A United Community of Faith Rising Above Our Differences: Reflections on the Chapel Hill Vigil

The tragic and sudden loss of Deah Shaddy Barakat, Yusor Mohammad Abu-Salha, and Razan Mohammad Abu-Salha startled the entire world. I was shocked when I received news of their deaths. I remember closing my eyes and opening them again to make sure I was awake. Who could kill such amazing and outstanding individuals? I remember16557991746_3381f90d36_zdiscussing their deaths with my roommates the following morning who shared my shock, grief, and outrage. It could have been me instead of Razan. I couldn’t stop thinking about how much they had to offer this world and contribute in making it a better place for future generations. Deah was raising funds to provide urgent dental care to displaced Syrian refugees in Turkey; preparing for a trip he wasn’t destined to attend. I couldn’t imagine the magnitude of immense pain and grief of their family members and close friends. They took part in monumental experiences in their lives and knew of their aspirations, dreams, and plans for the future. They were planning to schedule dinner dates, movie nights, visits, and trips for the following week, month, or holiday with them. But now they had to make abrupt funeral arrangements and notify relatives, friends, co-workers, and colleagues of their tragic passing. Every parent’s worst nightmare was their sudden reality.

16396955770_766fd00fe0_zI remember the conversation I had with my mother on the phone the morning after the shooting. I had missed three calls; two from my mother and one from my father. I knew my mother was worried so I decided to call her back first. I don’t even remember if the phone rang as she quickly accepted my call. She yelled at me asking why I had not picked up her calls. As I apologized, she quickly interrupted me asking if I had checked the news this morning. I remember saying yes and she then said, “today is a day every parent dreads”. I sighed and realized she knew about the shooting. I couldn’t manage to utter anything to my mother. I didn’t know what to say. What could I say? I was still in shock. My mother and I remained on the phone for five minutes without saying anything to each other. She let out a deep sigh and asked God to have mercy on Deah, Yusor, and Razan. She asked if I was okay but I couldn’t manage to respond. She asked if I went to class that morning and I remember giving some sort of reply. She told me to take things easy and to call back when I got the chance. I assured her I would and ended the call.

I continued to receive calls, texts, and voicemails from concerned family members, relatives, and friends asking if I knew what had happened and to make sure I stayed safe. Meanwhile, I was in a state of shock and denial despite the number of times I read headlines stating, “Three Muslim Students Killed in North Carolina”. I kept asking myself what if that had been me? What if I had been in Razan’s place? What would become of my family and friends? I asked myself these questions but refused to address them. The16396956020_0617af70fa_zMuslim Students Association was listed as a co-sponsor for an event scheduled that evening welcoming Congressman Keith Ellison to Georgetown. The first Muslim sworn-in to Congress spoke to a crowd of students about the importance of civic and public engagement as board members of the Muslim Students Association were frantically preparing for a vigil in red square honoring the three lives we lost. I was given the task of representing the Muslim Students Association at Congressman Keith Ellison’s event while other board members grabbed candles and other supplies for the vigil. Congressman Keith Ellison spoke about the importance of civic and public engagement to promote issues and concerns that affect our lives and the lives of our fellow American citizens. He urged us to contact our elected government officials and make them aware of the important issues. Congressman Ellison discussed his efforts to ensure Somali-Americans in his state can continue to send money back home to family members and relatives who have no other source of expected income. If the remittance crisis is not addressed, countries like Somalia will experience a devastating humanitarian crisis. But one point in his speech, his voice softened as he prepared to address what had been on our minds the entire day: the Chapel Hill shooting. “We lost three Americans lives”. Congressman Ellison emphasized Deah, Yusor, and Razan were three outstanding individuals and American citizens that served their community and abroad. It didn’t matter that they were Muslim. What happened resulted in the loss of three innocent Americans. America, as one collective family, should mourn the loss of three of its members.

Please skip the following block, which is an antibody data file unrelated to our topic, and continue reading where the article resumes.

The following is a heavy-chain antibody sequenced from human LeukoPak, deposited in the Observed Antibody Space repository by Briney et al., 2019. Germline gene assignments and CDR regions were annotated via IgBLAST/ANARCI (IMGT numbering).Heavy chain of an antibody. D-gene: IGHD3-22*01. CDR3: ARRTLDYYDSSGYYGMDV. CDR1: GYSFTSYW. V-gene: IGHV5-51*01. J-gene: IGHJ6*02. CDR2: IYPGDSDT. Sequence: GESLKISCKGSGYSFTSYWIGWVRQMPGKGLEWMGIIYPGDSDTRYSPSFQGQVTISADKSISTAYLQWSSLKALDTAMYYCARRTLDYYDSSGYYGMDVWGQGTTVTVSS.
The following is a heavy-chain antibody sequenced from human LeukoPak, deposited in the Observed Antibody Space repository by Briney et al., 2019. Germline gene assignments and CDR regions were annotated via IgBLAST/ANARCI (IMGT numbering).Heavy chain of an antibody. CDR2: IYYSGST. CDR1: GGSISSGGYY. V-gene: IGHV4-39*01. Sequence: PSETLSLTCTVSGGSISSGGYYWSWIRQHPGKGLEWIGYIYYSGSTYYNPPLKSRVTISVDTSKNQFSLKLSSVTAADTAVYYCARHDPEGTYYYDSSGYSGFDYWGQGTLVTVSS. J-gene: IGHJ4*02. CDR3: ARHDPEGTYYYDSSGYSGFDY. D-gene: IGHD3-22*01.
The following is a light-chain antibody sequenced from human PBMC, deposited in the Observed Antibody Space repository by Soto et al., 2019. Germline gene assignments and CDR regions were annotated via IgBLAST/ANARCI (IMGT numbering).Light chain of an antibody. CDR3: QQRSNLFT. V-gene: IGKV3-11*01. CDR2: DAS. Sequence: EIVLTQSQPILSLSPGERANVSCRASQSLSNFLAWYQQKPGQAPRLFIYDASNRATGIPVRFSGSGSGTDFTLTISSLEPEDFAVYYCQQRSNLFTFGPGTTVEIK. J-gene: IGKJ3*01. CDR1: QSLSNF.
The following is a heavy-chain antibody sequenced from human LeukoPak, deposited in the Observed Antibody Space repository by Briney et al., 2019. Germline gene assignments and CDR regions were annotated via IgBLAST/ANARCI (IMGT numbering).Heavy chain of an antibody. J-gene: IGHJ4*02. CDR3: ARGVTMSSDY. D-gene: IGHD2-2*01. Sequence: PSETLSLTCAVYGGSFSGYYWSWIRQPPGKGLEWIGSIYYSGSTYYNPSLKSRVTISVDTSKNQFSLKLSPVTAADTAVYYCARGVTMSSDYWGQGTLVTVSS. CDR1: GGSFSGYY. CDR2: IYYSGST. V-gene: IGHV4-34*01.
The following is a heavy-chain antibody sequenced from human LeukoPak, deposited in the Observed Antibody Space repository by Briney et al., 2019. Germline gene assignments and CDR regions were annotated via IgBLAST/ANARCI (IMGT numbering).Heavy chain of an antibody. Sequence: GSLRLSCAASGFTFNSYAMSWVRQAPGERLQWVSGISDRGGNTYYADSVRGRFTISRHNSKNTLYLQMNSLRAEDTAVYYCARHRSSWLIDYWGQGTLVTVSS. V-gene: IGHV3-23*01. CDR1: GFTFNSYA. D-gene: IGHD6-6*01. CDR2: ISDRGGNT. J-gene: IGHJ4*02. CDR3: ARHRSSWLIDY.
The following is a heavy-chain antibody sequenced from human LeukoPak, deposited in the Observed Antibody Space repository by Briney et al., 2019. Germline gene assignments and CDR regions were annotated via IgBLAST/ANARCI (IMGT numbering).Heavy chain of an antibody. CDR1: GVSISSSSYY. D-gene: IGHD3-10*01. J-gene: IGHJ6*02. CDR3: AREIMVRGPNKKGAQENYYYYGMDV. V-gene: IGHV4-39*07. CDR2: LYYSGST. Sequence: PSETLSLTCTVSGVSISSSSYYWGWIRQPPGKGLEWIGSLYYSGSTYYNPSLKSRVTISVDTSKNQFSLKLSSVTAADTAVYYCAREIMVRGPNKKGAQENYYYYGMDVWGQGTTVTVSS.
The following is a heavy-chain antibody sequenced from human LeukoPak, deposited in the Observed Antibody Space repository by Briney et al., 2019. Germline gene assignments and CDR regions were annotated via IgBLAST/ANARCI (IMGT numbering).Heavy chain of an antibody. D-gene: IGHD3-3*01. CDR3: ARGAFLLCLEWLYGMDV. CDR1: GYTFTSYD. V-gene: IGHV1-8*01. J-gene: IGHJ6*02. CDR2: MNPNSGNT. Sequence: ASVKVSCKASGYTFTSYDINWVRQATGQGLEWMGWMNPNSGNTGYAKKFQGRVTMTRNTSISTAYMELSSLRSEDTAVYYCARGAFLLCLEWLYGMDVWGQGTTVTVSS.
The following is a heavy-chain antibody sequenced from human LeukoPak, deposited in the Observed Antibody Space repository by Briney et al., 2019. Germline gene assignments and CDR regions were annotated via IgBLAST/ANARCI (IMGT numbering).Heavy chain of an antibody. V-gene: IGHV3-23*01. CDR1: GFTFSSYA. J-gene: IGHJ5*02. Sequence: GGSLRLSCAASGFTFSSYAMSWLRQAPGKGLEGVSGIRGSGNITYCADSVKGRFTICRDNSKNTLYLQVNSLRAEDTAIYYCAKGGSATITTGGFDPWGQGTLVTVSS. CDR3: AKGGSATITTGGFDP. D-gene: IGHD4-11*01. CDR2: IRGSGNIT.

Congressman Ellison’s words ran through my mind as I scrolled through the news apps on my phone that covered what occurred in North Carolina as the loss of “three Muslim students”. Congressman Ellison made an important point. Whether or not these three individuals were Muslim did not matter. We lost three Americans. I couldn’t help but wonder why so much emphasis was placed on their religious beliefs and practices. The fact that Deah, Yusor, and Razan were Muslim cannot justify the unjust actions that were taken against them. Murder is murder. There is no justification for an unjust killing.